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Sedimentary rocks of the Fentress Formation and lower Rockcastle Conglomerate include sandstones, shales, siltstones, and coals which are divisible into 6 facies. Facies characteristics, including rock type and physical and biogenic sedimentary structures, as well as vertical and lateral relationships between the facies, are consistent with interpretation of the sequence as deposited in back-barrier lagoons and tidal channels; tidal flats; and tidal inlet, channel, and delta environments. Superposition of burrowed sandstones, whose modem analogues are formed primarily in estuarine or marine environments, over coals in the middle of the sequence, and the occurrence of thinly bedded sandstones of tidal flat origin near the top, reflect the importance of marine influence during deposition of the sequence. Of the 20 ichnogenera found, 15 occur elsewhere only in rocks deposited in marine environments. Presence of characteristically marine trace fossils and absence of exclusively non-marine trace fossils give strong evidence of marine domination. This is corroborated by the lack of features characteristic of alluvial (channel or overbank) deposits or of sediments deposited on delta plains in strongly constructional, fluvially dominated delta systems. The Fentress Formation-Rockcastle Conglomerate sequence could have been deposited within a wave- or tide-dominated deltaic system or within a destructional portion of a broadly constructional delta, although an overall deltaic setting is not recognizable at the scale of this study.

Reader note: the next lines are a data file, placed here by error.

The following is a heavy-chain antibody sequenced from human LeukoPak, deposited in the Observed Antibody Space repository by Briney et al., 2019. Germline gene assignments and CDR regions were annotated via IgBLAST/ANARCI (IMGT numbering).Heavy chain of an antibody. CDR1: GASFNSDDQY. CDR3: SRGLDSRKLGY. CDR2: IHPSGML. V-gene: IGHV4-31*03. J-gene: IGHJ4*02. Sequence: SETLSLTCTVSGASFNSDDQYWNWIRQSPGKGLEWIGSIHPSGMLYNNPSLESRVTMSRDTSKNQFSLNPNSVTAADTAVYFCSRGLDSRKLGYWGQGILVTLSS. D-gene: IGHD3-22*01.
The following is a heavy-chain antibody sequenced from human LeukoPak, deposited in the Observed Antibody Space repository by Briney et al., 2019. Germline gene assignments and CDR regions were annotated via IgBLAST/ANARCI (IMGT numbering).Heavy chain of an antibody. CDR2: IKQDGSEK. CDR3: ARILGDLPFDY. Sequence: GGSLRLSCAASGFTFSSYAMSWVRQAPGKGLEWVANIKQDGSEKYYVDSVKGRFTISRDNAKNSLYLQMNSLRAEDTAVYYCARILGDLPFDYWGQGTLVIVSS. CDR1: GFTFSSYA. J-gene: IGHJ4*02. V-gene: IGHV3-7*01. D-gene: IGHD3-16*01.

Many trace fossils found in the sequence are restricted to rocks deposited in particular environments. Three assemblages are recognized: (1) a Palaeobullia-?Thalassinoides assemblage, occurring in tidal flat sandstones, (2) a Conostichus-Rosselia assemblage restricted to highly burrowed back-barrier sandstones, and (3) a ?Lennea assemblage including forms most abundant in sandstones interpreted as deposited on a lower tidal flat, perhaps adjacent or transitional to a tidal delta or channel.

Narrow facies ranges and marine affinities of trace fossils in these otherwise unfossiliferous rocks give further evidence that trace fossils are important aids in paleoenvironmental reconstruction.

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